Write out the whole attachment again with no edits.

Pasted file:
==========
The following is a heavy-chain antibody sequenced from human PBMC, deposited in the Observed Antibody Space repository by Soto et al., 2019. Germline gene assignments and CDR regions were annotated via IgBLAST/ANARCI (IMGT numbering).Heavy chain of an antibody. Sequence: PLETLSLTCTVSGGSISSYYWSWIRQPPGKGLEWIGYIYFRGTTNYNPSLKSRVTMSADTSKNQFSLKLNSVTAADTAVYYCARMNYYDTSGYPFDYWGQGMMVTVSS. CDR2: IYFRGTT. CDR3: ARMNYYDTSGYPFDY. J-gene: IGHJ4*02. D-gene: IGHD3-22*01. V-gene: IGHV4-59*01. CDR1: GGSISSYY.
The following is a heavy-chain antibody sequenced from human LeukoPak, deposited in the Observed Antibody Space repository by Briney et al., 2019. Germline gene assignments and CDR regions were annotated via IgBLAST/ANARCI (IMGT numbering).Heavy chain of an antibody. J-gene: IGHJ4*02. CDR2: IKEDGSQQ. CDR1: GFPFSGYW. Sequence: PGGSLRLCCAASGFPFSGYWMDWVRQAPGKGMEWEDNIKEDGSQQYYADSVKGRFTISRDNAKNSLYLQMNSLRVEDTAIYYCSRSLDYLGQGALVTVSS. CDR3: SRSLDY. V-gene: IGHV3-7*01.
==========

The following is a heavy-chain antibody sequenced from human PBMC, deposited in the Observed Antibody Space repository by Soto et al., 2019. Germline gene assignments and CDR regions were annotated via IgBLAST/ANARCI (IMGT numbering).Heavy chain of an antibody. Sequence: PLETLSLTCTVSGGSISSYYWSWIRQPPGKGLEWIGYIYFRGTTNYNPSLKSRVTMSADTSKNQFSLKLNSVTAADTAVYYCARMNYYDTSGYPFDYWGQGMMVTVSS. CDR2: IYFRGTT. CDR3: ARMNYYDTSGYPFDY. J-gene: IGHJ4*02. D-gene: IGHD3-22*01. V-gene: IGHV4-59*01. CDR1: GGSISSYY.
The following is a heavy-chain antibody sequenced from human LeukoPak, deposited in the Observed Antibody Space repository by Briney et al., 2019. Germline gene assignments and CDR regions were annotated via IgBLAST/ANARCI (IMGT numbering).Heavy chain of an antibody. J-gene: IGHJ4*02. CDR2: IKEDGSQQ. CDR1: GFPFSGYW. Sequence: PGGSLRLCCAASGFPFSGYWMDWVRQAPGKGMEWEDNIKEDGSQQYYADSVKGRFTISRDNAKNSLYLQMNSLRVEDTAIYYCSRSLDYLGQGALVTVSS. CDR3: SRSLDY. V-gene: IGHV3-7*01.